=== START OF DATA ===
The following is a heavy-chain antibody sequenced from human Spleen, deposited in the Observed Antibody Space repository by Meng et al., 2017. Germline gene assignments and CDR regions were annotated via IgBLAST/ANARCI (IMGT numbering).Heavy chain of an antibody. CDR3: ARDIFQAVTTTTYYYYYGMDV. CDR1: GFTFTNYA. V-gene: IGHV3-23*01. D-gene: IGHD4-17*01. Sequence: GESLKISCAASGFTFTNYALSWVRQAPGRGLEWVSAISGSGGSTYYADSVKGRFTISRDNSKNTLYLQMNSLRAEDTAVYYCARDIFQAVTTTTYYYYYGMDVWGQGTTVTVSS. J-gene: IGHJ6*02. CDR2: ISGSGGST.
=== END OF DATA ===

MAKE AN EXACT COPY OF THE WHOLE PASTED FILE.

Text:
The following is a heavy-chain antibody sequenced from human Spleen, deposited in the Observed Antibody Space repository by Meng et al., 2017. Germline gene assignments and CDR regions were annotated via IgBLAST/ANARCI (IMGT numbering).Heavy chain of an antibody. CDR3: ARDIFQAVTTTTYYYYYGMDV. CDR1: GFTFTNYA. V-gene: IGHV3-23*01. D-gene: IGHD4-17*01. Sequence: GESLKISCAASGFTFTNYALSWVRQAPGRGLEWVSAISGSGGSTYYADSVKGRFTISRDNSKNTLYLQMNSLRAEDTAVYYCARDIFQAVTTTTYYYYYGMDVWGQGTTVTVSS. J-gene: IGHJ6*02. CDR2: ISGSGGST.